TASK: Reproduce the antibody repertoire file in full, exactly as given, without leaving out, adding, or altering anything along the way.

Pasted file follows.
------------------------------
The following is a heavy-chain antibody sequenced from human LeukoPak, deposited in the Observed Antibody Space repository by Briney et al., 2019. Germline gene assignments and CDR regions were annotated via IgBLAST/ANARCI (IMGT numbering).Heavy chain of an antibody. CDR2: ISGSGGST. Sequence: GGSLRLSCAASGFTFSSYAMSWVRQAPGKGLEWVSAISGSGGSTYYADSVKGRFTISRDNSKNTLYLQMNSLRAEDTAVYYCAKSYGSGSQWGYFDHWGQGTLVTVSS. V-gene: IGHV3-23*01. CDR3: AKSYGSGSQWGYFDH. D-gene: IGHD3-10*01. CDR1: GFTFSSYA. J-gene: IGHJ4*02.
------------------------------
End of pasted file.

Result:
The following is a heavy-chain antibody sequenced from human LeukoPak, deposited in the Observed Antibody Space repository by Briney et al., 2019. Germline gene assignments and CDR regions were annotated via IgBLAST/ANARCI (IMGT numbering).Heavy chain of an antibody. CDR2: ISGSGGST. Sequence: GGSLRLSCAASGFTFSSYAMSWVRQAPGKGLEWVSAISGSGGSTYYADSVKGRFTISRDNSKNTLYLQMNSLRAEDTAVYYCAKSYGSGSQWGYFDHWGQGTLVTVSS. V-gene: IGHV3-23*01. CDR3: AKSYGSGSQWGYFDH. D-gene: IGHD3-10*01. CDR1: GFTFSSYA. J-gene: IGHJ4*02.